Conservation groups say demolition of seafront buildings for new hotel will erase Margate history

How 49 Marine Terrace once looked

Plans to demolish two seafront buildings to make way for a new 124 bedroom hotel in Margate have raised protest from conservation groups who say they are important pieces of the town’s history.

Ziggy’s rooftop bar and the adjacent empty property will be flattened ready for work to start on a 5-storey ‘lifestyle’ hotel proposed by Dreamland’s operating company, Margate Estates.

The ‘Seaview’ hotel, which will lie in the Margate Conservation area, will have the 124 rooms, a gymnasium, meeting rooms, a shop or café with frontage onto Marine Terrace, a restaurant and bar at the ground floor and a rooftop bar.

The rooftop bar will be set back from the main building line and partially enclosed. It will be constructed of lightweight glazing, giving  the impression of two stacked glass boxes.

But Margate Conservation Area Advisory Group  and The Twentieth Century Society say the properties at 48-49 Marine Terrace have a fascinating history from the town’s booming tourist years of the late 19th and early 20th centuries.

Number 49, currently home to Ziggy’s rooftop bar and formerly Escape nightclub, was constructed in 1935/36 as the West End Restaurant.

It was commissioned by Samuel Isaacs (1856-1939), a Jewish businessman who opened his first fish and chip restaurant in the East End of London in 1896. It served fish and chips, bread and butter, and tea for nine pence. It was the first of its kind aimed at giving the working class the opportunity to eat in at affordable prices.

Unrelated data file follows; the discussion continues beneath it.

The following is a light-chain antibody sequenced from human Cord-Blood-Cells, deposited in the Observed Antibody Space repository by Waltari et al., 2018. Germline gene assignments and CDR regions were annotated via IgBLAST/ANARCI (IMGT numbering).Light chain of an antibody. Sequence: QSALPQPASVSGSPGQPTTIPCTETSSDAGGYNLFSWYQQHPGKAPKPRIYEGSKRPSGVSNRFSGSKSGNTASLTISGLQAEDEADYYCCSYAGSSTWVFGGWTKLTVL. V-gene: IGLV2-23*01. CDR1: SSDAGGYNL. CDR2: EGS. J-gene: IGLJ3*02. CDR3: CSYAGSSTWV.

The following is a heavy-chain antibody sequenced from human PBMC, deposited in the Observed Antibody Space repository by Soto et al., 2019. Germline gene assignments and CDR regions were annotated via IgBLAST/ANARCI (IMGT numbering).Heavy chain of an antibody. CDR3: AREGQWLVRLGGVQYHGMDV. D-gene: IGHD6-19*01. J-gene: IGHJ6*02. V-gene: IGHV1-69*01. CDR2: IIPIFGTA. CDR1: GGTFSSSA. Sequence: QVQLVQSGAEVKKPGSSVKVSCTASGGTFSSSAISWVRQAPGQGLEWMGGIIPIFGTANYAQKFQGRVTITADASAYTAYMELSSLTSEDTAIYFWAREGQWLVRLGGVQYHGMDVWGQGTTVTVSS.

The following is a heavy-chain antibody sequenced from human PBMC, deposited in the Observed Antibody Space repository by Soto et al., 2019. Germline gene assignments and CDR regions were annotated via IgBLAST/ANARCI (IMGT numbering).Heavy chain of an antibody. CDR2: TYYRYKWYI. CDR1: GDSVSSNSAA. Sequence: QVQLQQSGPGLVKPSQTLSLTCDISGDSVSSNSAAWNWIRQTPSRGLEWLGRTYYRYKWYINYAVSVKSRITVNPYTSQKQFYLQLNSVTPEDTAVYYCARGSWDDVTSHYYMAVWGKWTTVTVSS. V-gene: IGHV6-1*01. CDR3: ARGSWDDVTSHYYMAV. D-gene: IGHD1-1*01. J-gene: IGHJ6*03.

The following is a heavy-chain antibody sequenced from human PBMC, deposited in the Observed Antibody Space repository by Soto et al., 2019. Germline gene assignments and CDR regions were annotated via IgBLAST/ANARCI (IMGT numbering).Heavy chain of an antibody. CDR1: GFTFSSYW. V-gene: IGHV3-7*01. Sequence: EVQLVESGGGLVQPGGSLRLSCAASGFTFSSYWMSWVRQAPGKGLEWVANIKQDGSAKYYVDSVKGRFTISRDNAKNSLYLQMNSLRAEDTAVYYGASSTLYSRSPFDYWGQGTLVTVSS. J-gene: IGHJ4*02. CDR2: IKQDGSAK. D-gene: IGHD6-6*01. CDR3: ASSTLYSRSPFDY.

His restaurant became a chain, with branches in Brighton – which still exists as Harry Ramsden’s Fish and Chips – Ramsgate and Margate, amongst others. When the building opened, it had two floors of restaurant over the basement, and a roof terrace on top. A sign above the entrance proclaimed “Accommodation for 1,000“.

From The Builder via 20th Century Society

The restaurants were carpeted, had table service, tablecloths, flowers, china and cutlery, and made the trappings of upmarket dining affordable to the working classes for the first time. Menus were expanded in the early 20th century to include meat dishes and other variations as their popularity grew to a total of 30 restaurants.

Sam Isaacs’ trademark was the phrase “This is the Plaice”, combined with a picture of the punned-upon fish.

The architect of the building was local firm, Messrs Gardner & Dale. The senior architect was W.R.H Gardner FRIBA. This firm still exists, after changing partners’ names over generations, as the Duncan + Graham Partnership in Cecil Square.

Other Margate buildings by W.R.H. Gardner were the Northumberland Hotel (1938, now Northumberland Court) and the Lighthouse on the Stone Pier rebuilt in 1954 after the storm which demolished its predecessor.

The Northumberland Hotel was built for Jewish people, with its own Synagogue, which opened in 1938.

The ‘Ziggy’s’ building was refurbished last year and underwent alterations to the frontage and facade.

A spokesman for Margate CAAG said: “It’s one a just a handful of examples of ‘Modernism-by-Sea’ in the 1930s, just two years after Dreamland Cinema complex, and one year after the De La Warr Pavilion in Bexhill.

How 49 Marine Terrace once looked

“These Modernist sea-front buildings were intended to a serve working people in beautiful surroundings. They served affordable food, with waiters, table-cloths and carpets. It’s from an era where Margate offered the best possible experience for the working classes. As Henry Iles of Dreamland said in 1935 “Nothing is too good for Margate, the better the places of entertainment were made, the greater success Margate would achieve”. 

“The building as a form and a type of construction has many similarities with the adjacent Dreamland, and forms an important ‘group’ of Modernist 1930s buildings on the seafront. No. 49 clearly responds well to the Sunshine Cafe on the opposite side of the prominent ‘fin’ of Dreamland complex, both with vast sea-facing windows embracing the view, and reflecting the setting sun in their glass.